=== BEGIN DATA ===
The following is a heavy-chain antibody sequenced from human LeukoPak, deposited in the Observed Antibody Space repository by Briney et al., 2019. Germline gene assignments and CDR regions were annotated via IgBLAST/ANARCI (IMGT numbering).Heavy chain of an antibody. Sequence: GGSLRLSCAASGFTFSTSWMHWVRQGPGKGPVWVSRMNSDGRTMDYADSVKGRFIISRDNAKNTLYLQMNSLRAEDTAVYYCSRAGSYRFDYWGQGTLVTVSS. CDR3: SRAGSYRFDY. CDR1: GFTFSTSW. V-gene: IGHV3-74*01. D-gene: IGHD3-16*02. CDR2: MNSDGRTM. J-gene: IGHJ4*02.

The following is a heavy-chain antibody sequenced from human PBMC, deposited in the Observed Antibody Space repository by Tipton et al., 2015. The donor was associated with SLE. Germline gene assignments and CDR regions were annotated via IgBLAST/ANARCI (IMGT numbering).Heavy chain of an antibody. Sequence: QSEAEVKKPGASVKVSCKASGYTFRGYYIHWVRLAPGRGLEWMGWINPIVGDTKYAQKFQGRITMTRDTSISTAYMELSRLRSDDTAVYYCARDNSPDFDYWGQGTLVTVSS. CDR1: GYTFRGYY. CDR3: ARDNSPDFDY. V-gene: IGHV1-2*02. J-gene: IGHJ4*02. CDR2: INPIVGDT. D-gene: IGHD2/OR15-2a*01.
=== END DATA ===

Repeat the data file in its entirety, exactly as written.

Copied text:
The following is a heavy-chain antibody sequenced from human LeukoPak, deposited in the Observed Antibody Space repository by Briney et al., 2019. Germline gene assignments and CDR regions were annotated via IgBLAST/ANARCI (IMGT numbering).Heavy chain of an antibody. Sequence: GGSLRLSCAASGFTFSTSWMHWVRQGPGKGPVWVSRMNSDGRTMDYADSVKGRFIISRDNAKNTLYLQMNSLRAEDTAVYYCSRAGSYRFDYWGQGTLVTVSS. CDR3: SRAGSYRFDY. CDR1: GFTFSTSW. V-gene: IGHV3-74*01. D-gene: IGHD3-16*02. CDR2: MNSDGRTM. J-gene: IGHJ4*02.

The following is a heavy-chain antibody sequenced from human PBMC, deposited in the Observed Antibody Space repository by Tipton et al., 2015. The donor was associated with SLE. Germline gene assignments and CDR regions were annotated via IgBLAST/ANARCI (IMGT numbering).Heavy chain of an antibody. Sequence: QSEAEVKKPGASVKVSCKASGYTFRGYYIHWVRLAPGRGLEWMGWINPIVGDTKYAQKFQGRITMTRDTSISTAYMELSRLRSDDTAVYYCARDNSPDFDYWGQGTLVTVSS. CDR1: GYTFRGYY. CDR3: ARDNSPDFDY. V-gene: IGHV1-2*02. J-gene: IGHJ4*02. CDR2: INPIVGDT. D-gene: IGHD2/OR15-2a*01.